be charged for recovery of the capital cost over an estimated recovery
period of 50 years.

The second alternative
assumption is that compound interest will be charged on the capital
spent each year on construction over the 20-year period. The total capital
cost of each component will turn out to be much larger than what is
estimated on an interest-free basis. The annual cost of recovery of
this larger capital over the next 50 years will also be calculated assuming
an annual interest of 7 per cent.

The third alternative
assumption is that the annual capital cost, inclusive of interest, will
increase at an annual rate of 5 per cent every year due to inflation.
This is attempted only to suggest a realistic estimate of the total
capital expenditure at the end of the period of construction, i e, 20
years. A capital recovery factor is not calculated assuming inflation
since prices of all products will rise.

Using the above
methods it is possible to calculate the annual cost of a cubic metre
of irrigation water in each of the two components. But this does not
help the reader to compare the present water charge in the region with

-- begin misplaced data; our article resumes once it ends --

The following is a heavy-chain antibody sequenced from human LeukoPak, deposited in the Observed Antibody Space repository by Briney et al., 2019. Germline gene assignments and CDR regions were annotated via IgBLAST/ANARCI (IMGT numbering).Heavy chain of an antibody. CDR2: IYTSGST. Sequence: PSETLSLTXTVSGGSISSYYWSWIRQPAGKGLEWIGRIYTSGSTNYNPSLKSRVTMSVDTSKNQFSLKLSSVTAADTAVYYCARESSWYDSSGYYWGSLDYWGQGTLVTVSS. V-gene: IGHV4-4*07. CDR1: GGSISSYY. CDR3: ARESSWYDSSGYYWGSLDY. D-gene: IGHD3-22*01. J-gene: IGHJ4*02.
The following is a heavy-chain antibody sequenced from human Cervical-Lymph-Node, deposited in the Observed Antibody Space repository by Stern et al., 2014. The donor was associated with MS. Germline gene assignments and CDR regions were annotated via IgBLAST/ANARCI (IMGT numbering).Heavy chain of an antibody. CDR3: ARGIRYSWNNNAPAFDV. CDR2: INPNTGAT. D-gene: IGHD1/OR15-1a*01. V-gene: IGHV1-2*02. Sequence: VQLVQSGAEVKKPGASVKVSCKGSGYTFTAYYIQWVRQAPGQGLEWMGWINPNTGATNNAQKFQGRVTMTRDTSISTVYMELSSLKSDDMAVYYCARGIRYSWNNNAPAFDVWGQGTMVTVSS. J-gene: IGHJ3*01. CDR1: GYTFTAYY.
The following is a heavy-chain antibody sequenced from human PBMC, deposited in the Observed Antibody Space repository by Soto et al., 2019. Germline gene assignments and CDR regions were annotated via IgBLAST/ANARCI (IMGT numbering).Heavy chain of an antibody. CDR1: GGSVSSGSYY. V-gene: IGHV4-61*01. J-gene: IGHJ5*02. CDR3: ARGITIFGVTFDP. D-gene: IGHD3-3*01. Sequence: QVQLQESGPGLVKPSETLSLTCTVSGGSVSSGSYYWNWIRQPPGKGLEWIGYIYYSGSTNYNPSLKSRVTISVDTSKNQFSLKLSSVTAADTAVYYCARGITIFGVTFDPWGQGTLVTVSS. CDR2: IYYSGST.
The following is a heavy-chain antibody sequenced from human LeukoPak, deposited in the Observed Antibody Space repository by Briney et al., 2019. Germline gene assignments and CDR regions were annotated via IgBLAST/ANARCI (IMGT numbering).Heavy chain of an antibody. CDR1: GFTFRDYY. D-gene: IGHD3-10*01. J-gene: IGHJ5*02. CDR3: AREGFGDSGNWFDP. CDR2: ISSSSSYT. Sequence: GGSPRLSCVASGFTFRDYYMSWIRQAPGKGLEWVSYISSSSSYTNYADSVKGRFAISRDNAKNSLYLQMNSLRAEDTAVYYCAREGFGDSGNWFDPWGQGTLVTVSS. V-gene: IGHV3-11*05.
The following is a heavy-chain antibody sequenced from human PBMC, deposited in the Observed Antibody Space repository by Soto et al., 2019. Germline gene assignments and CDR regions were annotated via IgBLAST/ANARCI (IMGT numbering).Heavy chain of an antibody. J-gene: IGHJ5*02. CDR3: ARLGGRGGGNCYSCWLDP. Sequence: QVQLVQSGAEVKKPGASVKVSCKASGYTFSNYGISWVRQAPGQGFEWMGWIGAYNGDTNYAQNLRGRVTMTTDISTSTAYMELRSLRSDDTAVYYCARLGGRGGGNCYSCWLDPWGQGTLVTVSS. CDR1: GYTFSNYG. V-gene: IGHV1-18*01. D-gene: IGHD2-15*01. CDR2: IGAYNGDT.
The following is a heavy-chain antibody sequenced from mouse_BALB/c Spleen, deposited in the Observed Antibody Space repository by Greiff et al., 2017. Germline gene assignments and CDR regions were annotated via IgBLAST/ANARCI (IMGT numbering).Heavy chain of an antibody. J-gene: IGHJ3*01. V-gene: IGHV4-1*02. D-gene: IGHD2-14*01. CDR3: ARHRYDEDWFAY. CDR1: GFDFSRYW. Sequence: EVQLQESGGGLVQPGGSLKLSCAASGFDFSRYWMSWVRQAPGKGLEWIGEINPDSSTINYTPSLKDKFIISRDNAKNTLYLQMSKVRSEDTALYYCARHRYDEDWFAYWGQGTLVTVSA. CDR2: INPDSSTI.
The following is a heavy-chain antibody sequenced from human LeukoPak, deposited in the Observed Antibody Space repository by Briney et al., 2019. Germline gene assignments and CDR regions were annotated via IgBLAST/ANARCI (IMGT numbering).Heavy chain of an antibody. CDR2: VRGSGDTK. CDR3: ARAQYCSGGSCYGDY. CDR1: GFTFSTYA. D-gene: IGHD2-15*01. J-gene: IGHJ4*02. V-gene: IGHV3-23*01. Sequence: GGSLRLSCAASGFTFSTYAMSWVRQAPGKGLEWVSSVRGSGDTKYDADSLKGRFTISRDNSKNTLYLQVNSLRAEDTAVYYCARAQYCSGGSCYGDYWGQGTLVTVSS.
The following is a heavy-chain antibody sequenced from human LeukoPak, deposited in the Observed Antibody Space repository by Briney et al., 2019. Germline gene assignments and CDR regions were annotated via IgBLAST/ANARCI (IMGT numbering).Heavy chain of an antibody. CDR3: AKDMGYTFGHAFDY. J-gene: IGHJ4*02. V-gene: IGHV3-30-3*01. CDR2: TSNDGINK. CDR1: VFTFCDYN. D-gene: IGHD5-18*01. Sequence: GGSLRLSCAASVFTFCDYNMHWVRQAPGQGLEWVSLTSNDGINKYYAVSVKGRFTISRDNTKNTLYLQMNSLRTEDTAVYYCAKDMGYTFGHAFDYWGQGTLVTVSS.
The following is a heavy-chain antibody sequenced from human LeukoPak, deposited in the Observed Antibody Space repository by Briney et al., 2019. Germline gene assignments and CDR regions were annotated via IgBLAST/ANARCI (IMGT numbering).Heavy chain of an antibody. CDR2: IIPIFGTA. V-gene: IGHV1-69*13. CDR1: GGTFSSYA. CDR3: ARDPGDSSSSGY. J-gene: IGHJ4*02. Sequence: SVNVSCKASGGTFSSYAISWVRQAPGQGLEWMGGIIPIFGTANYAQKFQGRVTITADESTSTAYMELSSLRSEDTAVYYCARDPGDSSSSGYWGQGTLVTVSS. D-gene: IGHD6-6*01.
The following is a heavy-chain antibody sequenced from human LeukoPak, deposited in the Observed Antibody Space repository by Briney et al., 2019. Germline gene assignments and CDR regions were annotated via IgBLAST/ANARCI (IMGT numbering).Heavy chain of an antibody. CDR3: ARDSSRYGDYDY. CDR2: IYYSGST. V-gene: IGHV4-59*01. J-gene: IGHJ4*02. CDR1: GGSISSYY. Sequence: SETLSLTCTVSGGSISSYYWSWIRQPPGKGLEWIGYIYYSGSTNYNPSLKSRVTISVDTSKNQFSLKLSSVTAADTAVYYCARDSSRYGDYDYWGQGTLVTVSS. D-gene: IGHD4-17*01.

the estimated costs. For that purpose, it is necessary to calculate
the capital cost of irrigating an acre or hectare of land under a particular
crop. We calculate the annual capital cost of irrigating an acre of
hybrid jowar in both the component regions. An acre of hybrid jowar
under lift irrigation requires 18 acre inches of irrigation water at
the field end. It is safe to assume that to reach this amount of irrigation
water to the field, in a flow irrigation system, half the water will
be lost in transit, due to evaporation and seepage. So the annual capital
cost of providing one acre of hybrid jowar with irrigation will be the
cost of 36 acre inches of water. (The reader can calculate the cost
for other crops. For example, an acre of sugar cane in the Peninsular
region requires 180 acre inches of water.)

Now, assuming no
interest and no inflation during the construction period, the total
capital cost for providing irrigation to an acre of hybrid jowar will
be Rs 27,815 in the Peninsular region and Rs 2,07,418 in the Himalayan
region. Assuming a 7 per cent interest rate per year, the equated annual
instalment of capital and interest for recovery of the total capital
over 50 years will be Rs 2,015 in the Peninsular component and Rs 15,030
in the Himalayan component. This is useful arithmetic. It helps to compare
the estimated annual capital cost (which does not include the cost of
administration of the water supply system) of irrigating an acre of